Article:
Super-Charged Cmdlet Aliases

It works like magic, but it works - Bring your aliasing to a whole other level!


I recently wrote a post about PowerShell Aliasing for the folks over at ScriptRunner.

The one issue I had while researching for this post was this:

You can not create a alias for a function and overwrite one of it’s parameters at the same time while keeping nice features like tab-complete.

For a concrete example of this visit please look at the original post.

At the end of the post I asked if anyone had a solution to this problem - and the internet delivered!

A Promising Idea

Within a few hours @AchimWieser got back to me with a solution.

More or less exact replica of his code for readability:

function aliasLr {
    param (
    process {
        Get-ChildItem -Recurse @PSBoundParameters

New-Alias -Name "lr" -Value aliasLr -Force
# This will work now
lr -Depth 2 -d -Verbose

I want to point out that this was not the perfect solution for me, because it still lacks my two main wants for aliases:

  • Simple & fast to create, which this is not as you would need to re-implement all parameters
  • Allow to only set new “defaults” for some parameters and keep everything else as originally intended by the cmdlet (including tab-complete)

Nonetheless I want to thank Achim for providing his input and engaging with my post! Without him I would have probably never found the final solution adressing my two main wants.

Path To Success?

Rebuilding the original parameters, as Achim did, was not something that occurred to me before.

Given that new found angle on this I began diving into and crazy technical blog posts from other creators.

First trying to build something based on runtime defined parameters1 and later the awesome New-DynamicParam from @PSCookieMonster aka Warren F.

Unfortunately this did not really click with me as those APIs are more C# than I can deal with late in the evening.

It Works

With this new found knowledge my searches drifted from something like “aliasing functions and overwrite parameters” to “duplicate function with params”. This is when I found PSScriptTools and its function Copy-Command2.

What it does is quite genius, it duplicates the function as PowerShell code, parameters and all, and then just calls the original function with @PSBoundParameters.

Given this it is easy to throw together a solution:

# Install PSScriptTools
Install-Module -Name PSScriptTools

# Copy our function to whatever we want the new name to be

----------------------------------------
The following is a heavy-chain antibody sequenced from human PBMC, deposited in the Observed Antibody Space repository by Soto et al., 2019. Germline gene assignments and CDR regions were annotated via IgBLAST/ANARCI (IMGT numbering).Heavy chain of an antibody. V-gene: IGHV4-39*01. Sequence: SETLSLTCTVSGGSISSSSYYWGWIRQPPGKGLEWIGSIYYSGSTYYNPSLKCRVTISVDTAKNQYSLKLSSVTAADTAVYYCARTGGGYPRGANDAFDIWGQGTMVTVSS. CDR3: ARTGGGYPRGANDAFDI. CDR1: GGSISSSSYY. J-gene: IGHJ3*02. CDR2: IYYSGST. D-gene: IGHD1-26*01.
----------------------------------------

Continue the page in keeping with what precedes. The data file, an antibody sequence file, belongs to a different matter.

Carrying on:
Copy-Command -Command Get-ChildItem -NewName lr

In VSCode this even opens a new editor tab with the function pasted inside! From there we can change parameters to work as desired and save into the profile.

Thats it, job done! Not a beautiful solution but it works.

It Gets Even Better!

Granted, the above solution works. But it is cumbersome at best and straight up a bad idea at worst. Nonetheless it was an important step in finding what I believe to be the best solution to this (for now).

Lets take a look at what I cam up with:

  • First, we create our alias just like before, but directly for the cmdlet

    New-Alias -Name "lr" -Value "Get-ChildItem" -Force
  • Second, we create a script block that evaluates by what name we were called and overwrites the returned value if we are called by our alias

    $scriptBlock = {
      if ($MyInvocation.Line.StartsWith("lr")) {
          return $true
      } else {
          return $false

    Credit where credit is due: I struggled with this part until I found this post by Tommy Maynard.

  • Finally, we create a default parameter value for the command we want to alias a parameter of with the script block


Below is a quick example of lr with multiple parameters customized.

# Build lr just the way I want it
New-Alias -Name "lr" -Value "Get-ChildItem" -Force
$lrRecurse = {
    if ($MyInvocation.Line.StartsWith("lr")) {
        return $true
    } else {
        return $false
$PSDefaultParameterValues.Add("Get-ChildItem:Recurse", $lrRecurse)
$lrDepth = {
    if ($MyInvocation.Line.StartsWith("lr")) {
        return 2
$PSDefaultParameterValues.Add("Get-ChildItem:Depth", $lrDepth)

As you can see it is possible to add multiple parameter defaults per alias. There is actually nothing stopping us from defining multiple aliases for the same cmdlet and provide different defaults for each.


It would absolutely be possible to create a helper function that brings the actual configuration down to one line. I would suggest something like this:

New-AdvancedAlias -Name "lr" -Value "Get-ChildItem" -OverwriteParameters @{"Recurse"=$true;"OtherParam"="Value"}

For now I do not have the time to implement this, but feel free to take a stab at it if you want! Just keep in mind that edge cases like multiple aliases changing the same parameter on the same cmdlet exist.

Maybe even switch to a dictionary based configuration of aliases all together to solve this?

See also